The Missouri football player strike shows that college athletes are powerful when they stand together, and that should scare the NCAA.
University of Missouri system president Tim Wolfe announced his resignation on Monday, thanks in part to what was essentially a strike by the school's football team.
The move came after a turbulent weekend on campus, and in a larger sense ought to remind the National Collegiate Athletic Association and its member institutions where the real power in college sports lies.
On Saturday night, roughly 30 African-American players at Missouri announced that they would refusing to play or practice until Wolfe was removed from office. Wolfe had a series of problematic run-ins with campus protestors from the Concerned Student 1950 movement, who claim that Wolfe has not done enough to change a campus environment that does not welcome black students. A number of racist incidents culminated in someone drawing a swastika out of human feces on the wall of a dorm bathroom.
The entire Missouri team seemingly decided to join the boycott, with coach Gary Pinkel Tweeting a picture stating that they are all standing together:
A number of direct responses to Pinkel's Tweet—and responses elsewhere online—called for Missouri to revoke these athletes' scholarships. Within the context of college sports and their top-down power structure, such responses possess a kind of cold logic: universities almost always have the ability to simply get rid of individual players they don't want. That's not right, but it's the reality.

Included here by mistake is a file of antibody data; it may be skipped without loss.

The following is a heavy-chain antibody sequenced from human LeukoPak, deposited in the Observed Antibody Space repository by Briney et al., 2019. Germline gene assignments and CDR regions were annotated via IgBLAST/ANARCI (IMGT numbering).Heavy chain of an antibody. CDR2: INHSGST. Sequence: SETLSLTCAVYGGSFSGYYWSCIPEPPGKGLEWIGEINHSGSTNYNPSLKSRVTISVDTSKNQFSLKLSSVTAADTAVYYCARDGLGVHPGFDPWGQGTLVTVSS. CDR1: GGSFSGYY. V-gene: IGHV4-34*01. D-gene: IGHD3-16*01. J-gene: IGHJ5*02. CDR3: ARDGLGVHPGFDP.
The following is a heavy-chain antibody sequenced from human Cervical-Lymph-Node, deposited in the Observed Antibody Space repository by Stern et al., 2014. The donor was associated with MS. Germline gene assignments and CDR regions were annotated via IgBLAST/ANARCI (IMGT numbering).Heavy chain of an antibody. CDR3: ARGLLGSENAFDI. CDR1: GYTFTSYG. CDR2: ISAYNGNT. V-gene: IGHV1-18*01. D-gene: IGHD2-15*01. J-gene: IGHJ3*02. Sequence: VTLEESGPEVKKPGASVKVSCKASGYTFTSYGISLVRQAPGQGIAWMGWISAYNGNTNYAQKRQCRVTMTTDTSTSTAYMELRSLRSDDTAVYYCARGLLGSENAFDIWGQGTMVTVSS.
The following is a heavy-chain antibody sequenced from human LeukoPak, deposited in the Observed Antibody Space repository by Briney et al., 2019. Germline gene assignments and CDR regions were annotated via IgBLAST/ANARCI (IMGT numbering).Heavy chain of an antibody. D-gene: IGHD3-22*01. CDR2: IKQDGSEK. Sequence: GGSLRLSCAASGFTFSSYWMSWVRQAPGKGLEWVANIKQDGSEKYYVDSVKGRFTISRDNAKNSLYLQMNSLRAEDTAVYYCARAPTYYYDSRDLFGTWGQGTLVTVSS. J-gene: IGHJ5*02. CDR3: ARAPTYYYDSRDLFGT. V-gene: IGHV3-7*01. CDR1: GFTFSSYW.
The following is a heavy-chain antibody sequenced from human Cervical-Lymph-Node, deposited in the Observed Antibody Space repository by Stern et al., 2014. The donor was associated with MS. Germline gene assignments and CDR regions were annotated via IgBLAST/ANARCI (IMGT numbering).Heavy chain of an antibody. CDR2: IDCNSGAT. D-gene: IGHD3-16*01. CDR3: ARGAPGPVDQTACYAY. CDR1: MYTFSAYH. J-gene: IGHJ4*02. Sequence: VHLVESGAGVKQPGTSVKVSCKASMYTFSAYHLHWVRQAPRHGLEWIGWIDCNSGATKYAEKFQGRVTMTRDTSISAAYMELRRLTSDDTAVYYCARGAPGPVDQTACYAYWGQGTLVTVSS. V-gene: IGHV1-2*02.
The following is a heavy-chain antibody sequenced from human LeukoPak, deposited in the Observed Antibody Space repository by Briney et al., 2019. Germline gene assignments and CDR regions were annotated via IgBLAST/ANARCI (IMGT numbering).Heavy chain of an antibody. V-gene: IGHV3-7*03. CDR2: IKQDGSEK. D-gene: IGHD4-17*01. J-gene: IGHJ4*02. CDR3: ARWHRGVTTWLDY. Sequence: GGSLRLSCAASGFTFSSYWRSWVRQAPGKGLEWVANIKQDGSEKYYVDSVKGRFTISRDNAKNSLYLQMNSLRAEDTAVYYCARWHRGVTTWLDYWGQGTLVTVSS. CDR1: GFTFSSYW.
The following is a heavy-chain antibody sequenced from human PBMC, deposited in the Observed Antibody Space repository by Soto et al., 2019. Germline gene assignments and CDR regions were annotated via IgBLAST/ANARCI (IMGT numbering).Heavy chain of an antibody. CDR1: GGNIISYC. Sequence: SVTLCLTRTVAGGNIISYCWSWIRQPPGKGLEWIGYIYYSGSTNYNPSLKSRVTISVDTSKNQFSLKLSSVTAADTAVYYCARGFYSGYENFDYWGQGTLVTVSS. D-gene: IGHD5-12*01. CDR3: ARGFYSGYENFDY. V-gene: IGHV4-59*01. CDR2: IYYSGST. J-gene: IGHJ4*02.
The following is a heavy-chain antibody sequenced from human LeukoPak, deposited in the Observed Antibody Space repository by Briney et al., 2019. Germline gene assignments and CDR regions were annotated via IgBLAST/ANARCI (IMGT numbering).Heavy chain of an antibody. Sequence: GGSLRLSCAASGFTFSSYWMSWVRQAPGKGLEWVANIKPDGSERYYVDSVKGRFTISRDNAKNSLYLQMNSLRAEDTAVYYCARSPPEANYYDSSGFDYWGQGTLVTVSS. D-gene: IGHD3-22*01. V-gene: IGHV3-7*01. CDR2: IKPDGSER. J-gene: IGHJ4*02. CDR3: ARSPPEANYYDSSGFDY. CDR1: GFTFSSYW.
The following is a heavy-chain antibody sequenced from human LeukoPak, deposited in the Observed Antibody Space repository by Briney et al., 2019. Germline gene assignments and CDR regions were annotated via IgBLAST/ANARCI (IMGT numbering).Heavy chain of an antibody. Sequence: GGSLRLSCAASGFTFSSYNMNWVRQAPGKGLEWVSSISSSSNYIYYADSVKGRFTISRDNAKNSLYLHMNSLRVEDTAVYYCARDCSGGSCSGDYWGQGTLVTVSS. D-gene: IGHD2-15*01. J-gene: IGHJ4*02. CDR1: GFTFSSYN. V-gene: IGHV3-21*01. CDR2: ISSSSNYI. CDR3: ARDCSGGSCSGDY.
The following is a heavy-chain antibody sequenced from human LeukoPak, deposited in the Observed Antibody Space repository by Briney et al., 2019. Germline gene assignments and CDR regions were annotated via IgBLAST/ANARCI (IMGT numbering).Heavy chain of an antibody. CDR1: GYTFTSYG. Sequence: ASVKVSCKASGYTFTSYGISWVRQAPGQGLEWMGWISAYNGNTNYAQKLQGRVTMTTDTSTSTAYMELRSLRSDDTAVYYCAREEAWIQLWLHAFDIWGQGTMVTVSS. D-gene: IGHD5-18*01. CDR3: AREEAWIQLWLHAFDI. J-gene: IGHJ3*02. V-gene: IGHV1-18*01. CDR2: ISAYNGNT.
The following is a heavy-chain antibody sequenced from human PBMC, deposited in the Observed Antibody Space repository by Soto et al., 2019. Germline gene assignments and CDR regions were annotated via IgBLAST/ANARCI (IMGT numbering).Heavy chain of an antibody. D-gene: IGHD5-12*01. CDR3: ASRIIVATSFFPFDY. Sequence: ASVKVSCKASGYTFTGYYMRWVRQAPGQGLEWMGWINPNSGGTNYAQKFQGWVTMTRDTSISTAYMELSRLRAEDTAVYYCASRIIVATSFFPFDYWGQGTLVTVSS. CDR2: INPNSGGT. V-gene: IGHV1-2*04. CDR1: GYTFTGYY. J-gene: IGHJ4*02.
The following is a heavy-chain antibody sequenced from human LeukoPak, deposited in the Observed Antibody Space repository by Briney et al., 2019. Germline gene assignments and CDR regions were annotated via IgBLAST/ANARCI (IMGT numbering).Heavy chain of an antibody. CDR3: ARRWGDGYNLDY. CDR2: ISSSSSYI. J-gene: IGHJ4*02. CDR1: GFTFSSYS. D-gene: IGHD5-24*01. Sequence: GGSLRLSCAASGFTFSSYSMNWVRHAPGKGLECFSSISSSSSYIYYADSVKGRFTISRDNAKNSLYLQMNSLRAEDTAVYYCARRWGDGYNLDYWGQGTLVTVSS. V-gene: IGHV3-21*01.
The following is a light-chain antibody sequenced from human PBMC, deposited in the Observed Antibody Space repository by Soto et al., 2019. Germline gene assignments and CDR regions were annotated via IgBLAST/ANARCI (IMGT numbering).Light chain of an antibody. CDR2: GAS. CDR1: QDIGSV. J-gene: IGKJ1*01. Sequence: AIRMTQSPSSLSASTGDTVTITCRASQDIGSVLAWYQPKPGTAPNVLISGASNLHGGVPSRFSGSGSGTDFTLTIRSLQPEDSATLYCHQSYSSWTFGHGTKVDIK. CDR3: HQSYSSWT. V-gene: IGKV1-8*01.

Indeed, it's nearly impossible to find a way in which college athletes are not controlled by school administrators. They can't use their own images. They can't make money unless the administration signs off on their job. They can't do much of anything besides practice and play their sport. They can't transfer to another school and play sports immediately, unless they get special permission. They have no say in creating the rules they have to live by. They can be dismissed for arbitrary reasons, even if they have a "four-year scholarship."
That's why athletes are fighting back, slowly but steadily. Northwestern football players won, then lost the right to unionize. Plaintiffs in the Ed O'Bannon lawsuit won the right for athletes to get paid a little bit, then lost half their ruling on appeal. An Illinois football player spoke out and helped get his coach fired for abusive behavior. There have been wins and losses, and the NCAA and its member schools increasingly are under pressure, yet for now they still hold almost all of the power.
Wolfe's ouster shows how quickly that can flip when athletes stand together—when they don't rely on the courts or advocacy groups to create change, and instead exercise their generally dormant leverage by protesting en masse.
When an individual athlete takes on a single school or the NCAA as a whole, it's usually an uphill battle. And a losing one. A lone football player has no rights and scant leverage. He always can be replaced. He can be outspent in court, and bludgeoned in the court of public opinion. But every football player together?